Kuchekwa kwenhengo yemunhukadzi

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Kuchekwa kwenhengo yemunhukadzi
photograph
Chikwangwani chemumugwagwa pedyo neKapchorwa, Uganda, kunorambidzwa kuchecheudza vakadzi, asi zvichiri kuitwa nevanhu vechiPokot, Sabiny nevechiTepeth.[1]
Tsanangudzo Kubvisa chidimbu kana zvese zvekunze zvenhengo yekubereka nayo yemunhukadzi asi zvisiri kuitirwa kurapa[2]
Nzvimbo kwazvinoitwa Zvakanyanya munyika 27 dzemusub-Saharan nechamhembe kwakadziva kumabvazuva kweAfrica, uyewo kuYemen nekuIraqi Kurdistan[3]
Nhamba vanhu 133 miriyoni munyika dzacho[4]
Zera pazvinoitwa Mavhiki mwana achangozvarwa kusvika pakuyaruka kana pashure pacho[5]

'Kuchekwa kwenhengo yemunhukadzi ('), kunozivikanwawo sekucheka uye kuchecheudza vakadzi, kunotsanangurwa neWorld Health Organization (WHO) se"zvese zvinoitwa zvinosanganisira kubvisa zvese zvekunze zvenhengo yekubereka nayo yemunhukadzi kana kukuvadzwa kwechero nhengo dzekubereka nadzo dzemunhukadzi asi zvisiri kuitirwa kurapa."[2] Izvi zvinoitwa setsika nemapoka emarudzi enyika 27 dziri musub-Sahara uye kuchamhembe kwakadziva kumabvazuva kweAfrica, asi tsika yacho yakati dererei muAsia, Middle East nemuvanhu vanobva kune dzimwe nyika.[6] Tsika yacho inoitwa panguva dzakasiyana-siyana dzinobvira pamazuva munhu achangoberekwa kusvika ayaruka; muhafu yenyika dzinozivikanwa kuti dzine vanhu vangani, vakawanda vevasikana vanochekwa vasati vasvika makore mashanu.[7]

Tsika iyi inosanganisira chimwe chete kana zvinodarika chezvinotevera, uye zvinosiyana-siyana neboka rerudzi riri kuiita. Zvinosanganisira kubvisa chidimbu kana gongo rese uye ganda repamusoro pegongo; gongo rese kana chidimbu charo uye matinji; uye kana vari vaya vanonyanyisa vacho (vanobvisa zvachose) vachibvisa chidimbu kana zvese zvepakati uye zvekunze ganda rakatenderedza sikarudzi uye kuvhara sikarudzi. Pamaitiro apedzisira kutaurwa, ayo anodaidzwa neWHO kuti Type III yekuchekwa kwevanhukadzi, panosiiwa kamwena kadiki keweti neropa rekuenda kumwedzi, uye sikarudzi inozovhurirwa bonde uye kuzvara.[8] Matambudziko eutano anoparirwa nemaitiro aya anotsamira pakuti zvii zvaitwa asi anogona kusanganisira utachiona hunoramba huchidzoka, kurwadziwa kweupenyu hwese, mabundu anonzi macyst, kutadza kuita nhumbu, matambudziko pakuzvara uye kubuda ropa kwakaipisisa.[9]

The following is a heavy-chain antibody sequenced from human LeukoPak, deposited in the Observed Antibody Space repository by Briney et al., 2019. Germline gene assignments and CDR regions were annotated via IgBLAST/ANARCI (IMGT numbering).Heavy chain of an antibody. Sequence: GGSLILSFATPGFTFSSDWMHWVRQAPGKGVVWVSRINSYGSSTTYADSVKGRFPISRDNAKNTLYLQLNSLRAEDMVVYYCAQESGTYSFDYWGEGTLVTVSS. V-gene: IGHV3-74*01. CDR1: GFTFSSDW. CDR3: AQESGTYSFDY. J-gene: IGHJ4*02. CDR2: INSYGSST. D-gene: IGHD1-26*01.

Tsika iyi inobata vakadzi zvisiri izvo, ndeyekuedza kuva nechisimba chisiri icho paupenyu hwemunhukadzi, pakuchena uye pakutaridzika kwavo. Inokurudzirwa uye inoitwa nevanhukadzi, vanenge vachifungidzira kuti inounza rukudzo pavakadzi, uye vanenge vachityira kuti kana vakatadza kuiita pavanasikana vavo kana pavazukurusikana zvichaita kuti vasikana vacho vasaremekedzwe nevamwe.[10] Vakadzi uye vasikana vanodarika 130 miriyoni vakachekwa nhengo dzekubereka nadzo munyika 29 munonyanya kuitwa tsika iyi.[4] Vanodarika mamiriyoni masere vakabviswa zvachose nhengo dzekunze, izvo zvinonyanya kuitwa muDjibouti, Eritrea, Somalia nemuSudan.[11]

Kucheka nhengo dzekubereka nadzo kwava kuonekwa sekutyorwa kwemutemo munyika dzakawanda, asi hazvitariswi zvakasimba kana mitemo yacho iri kutevedzwa.[12] Kubvira kuma 1970 zvave zvichiedzwa pasi rose kukurudzira vanhu kuti vasiye tsika iyi, uye muna 2012 United Nations General Assembly, yakatema kuti kuchecheudza vanhukadzi kutyora kodzero dzavo.[13] Kupikisa tsika iyi kunoshorwawo nevamwe, kunyanya vaya vanoita zvekudzidza nezvetsika nemagariro zvemarudzi evanhu. Eric Silverman akanyora kuti kuchekwa kwenhengo dzekubereka dzevanhukadzi inyaya inonyanya kutaurwa nevanodzidza nezvetsika nemagariro zvemarudzi evanhu, uye pane zvakaoma zvinobvunzika nezvekuremekedza tsika nemagariro sezvazviri, kusapindira uye kuziva kuti vanhu vese panyika vane kodzero dzavo.[14]

Kunowanika mamwe mashoko[chinja | edit source]

  1. Masinde, Andrew. "FGM: Despite the ban, the monster still rears its ugly head in Uganda", New Vision, Uganda, 5 February 2013.
  2. 2.0 2.1 "Classification of female genital mutilation", World Health Organization, 2013 (hereafter WHO 2013).
  3. "Female Genital Mutilation/Cutting: A Statistical Overview and Exploration of the Dynamics of Change", United Nations Children's Fund, July 2013 (hereafter UNICEF 2013), p. 2.